Author Topic: The harlot called euology  (Read 1879 times)


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The harlot called euology
« on: October 01, 2009, 12:31:25 PM »
The Jnanis normally conquer all the passions, passion for food,
wealth, clothing, family life, children everything.  But even
after this, sometimes, when disciples or some poets praise
them, they may fall a prey to that flattery and became somewhat
proud with inner glee.  Once Sadasiva Brahmendra was thus
eulogized by his disciples and for a fraction of a second, that
great Brahma Jnani was enjoying his pride.  Suddenly he felt
that he was slipping from the state of Self abidance and then
composed a poem.

Bhagavan Ramana says the same thing, in Sad Darsanam, Verse
37 of the Supplment.

"Though a man looks on the whole world as a wisp of straw
and holds all sacred lore in his hand, it is hard for him to
escape from the thraldom if he has yielded to vile Flattery,
the harlot."

Arunachala Siva.   


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Re: The harlot called euology
« Reply #1 on: February 24, 2010, 11:55:43 PM »
But as guru ramana says complete eradication of the ego is indeed very hard.


He who has destroyed the ego is alone the true Sannyasin and the true Brahmin; but, hard indeed is the complete destruction of the heavy burden of the ego borne by those Sannyasins who feel “I belong to the highest ashrama” and by those brahmins who feel “I belong to the highest caste”.

Sadhu Om: The true Sannyasa is the renunciation of the ego and the true Brahminhood is the realization of Brahman [i.e., the Self],and thus both the words Sannyasin and Brahmin mean one who has destroyed the ego. But as ashramas [orders of life] and varnas [castes] pertain only to the body, only those who identify themselves with their bodies can feel that they belong to the highest ashrama [known as Sannyasa] or to the highest varna [known as Brahminhood]. Such feelings naturally create pride and strengthen the ego, and therefore the higher the ashrama or varna, the heavier the burden of the ego, and the harder its eradication.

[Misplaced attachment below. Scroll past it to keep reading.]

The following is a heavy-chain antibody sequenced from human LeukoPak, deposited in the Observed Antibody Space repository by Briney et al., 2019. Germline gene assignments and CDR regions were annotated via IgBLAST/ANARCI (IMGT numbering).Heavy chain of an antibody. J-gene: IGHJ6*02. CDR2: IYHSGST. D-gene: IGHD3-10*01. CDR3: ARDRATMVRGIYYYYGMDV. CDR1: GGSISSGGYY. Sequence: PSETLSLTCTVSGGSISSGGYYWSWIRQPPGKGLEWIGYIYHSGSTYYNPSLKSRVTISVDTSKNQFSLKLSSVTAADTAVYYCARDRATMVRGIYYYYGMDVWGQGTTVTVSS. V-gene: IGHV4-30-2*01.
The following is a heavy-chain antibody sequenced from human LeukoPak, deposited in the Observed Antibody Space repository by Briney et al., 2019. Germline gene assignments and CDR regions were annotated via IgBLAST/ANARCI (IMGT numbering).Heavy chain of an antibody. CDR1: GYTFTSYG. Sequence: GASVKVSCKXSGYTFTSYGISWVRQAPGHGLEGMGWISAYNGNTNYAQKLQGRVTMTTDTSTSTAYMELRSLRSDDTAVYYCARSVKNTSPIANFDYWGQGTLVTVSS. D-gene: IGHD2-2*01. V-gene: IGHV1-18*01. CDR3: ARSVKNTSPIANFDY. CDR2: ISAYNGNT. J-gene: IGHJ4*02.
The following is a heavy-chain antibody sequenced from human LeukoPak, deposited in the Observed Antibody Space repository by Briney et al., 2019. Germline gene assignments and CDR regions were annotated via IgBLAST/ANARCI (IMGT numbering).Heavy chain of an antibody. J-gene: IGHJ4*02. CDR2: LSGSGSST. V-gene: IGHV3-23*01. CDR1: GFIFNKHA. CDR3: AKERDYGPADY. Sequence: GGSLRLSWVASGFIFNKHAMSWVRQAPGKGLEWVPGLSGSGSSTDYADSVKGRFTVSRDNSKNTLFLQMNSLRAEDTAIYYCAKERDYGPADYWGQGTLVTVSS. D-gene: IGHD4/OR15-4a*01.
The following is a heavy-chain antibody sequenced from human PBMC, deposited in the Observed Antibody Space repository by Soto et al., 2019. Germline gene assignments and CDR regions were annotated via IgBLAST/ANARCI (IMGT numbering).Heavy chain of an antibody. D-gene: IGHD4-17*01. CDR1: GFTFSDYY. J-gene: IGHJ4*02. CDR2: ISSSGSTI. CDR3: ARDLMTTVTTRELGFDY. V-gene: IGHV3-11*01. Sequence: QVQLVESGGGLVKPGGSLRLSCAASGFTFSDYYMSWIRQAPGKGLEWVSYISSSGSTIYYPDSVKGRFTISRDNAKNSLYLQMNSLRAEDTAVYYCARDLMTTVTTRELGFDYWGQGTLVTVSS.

One who sees otherness and multiplicity cannot become a Parppan merely because he has learnt the four Vedas. But one who sees his own [ego’s] death is the true Parppan; the other one [i.e. the caste Brahmin] is inwardly shamed, being despised by the Wise.

Michael James: Parppan literally means ‘a seer’, that is, one who knows the truth, but it is commonly used to mean a caste brahmin.

The complete eradication of the ego is indeed very hard when even in the case of Kannappa, whose love for Lord Shiva was so great that he plucked out his own eyes and planted them on the Lord’s face, there remained [until that moment] a trace of body attachment [i.e. ego] in the form of his pride concerning his beautiful bright eyes.

Sadhu Om: At times Sri Bhagavan used to reveal some information which was not given by the scriptures and Puranas such as:

a) how, in the Bhagavad Gita, Sri Krishna began His teachings with the doctrines of Ajata and Advaita, but then condescendingly came down to various stages of Dwaita, and how He carefully used words which, though suited to Arjuna’s limited grasping power, also gives room for well-ripened aspirants to discover, even now, the motive behind those words.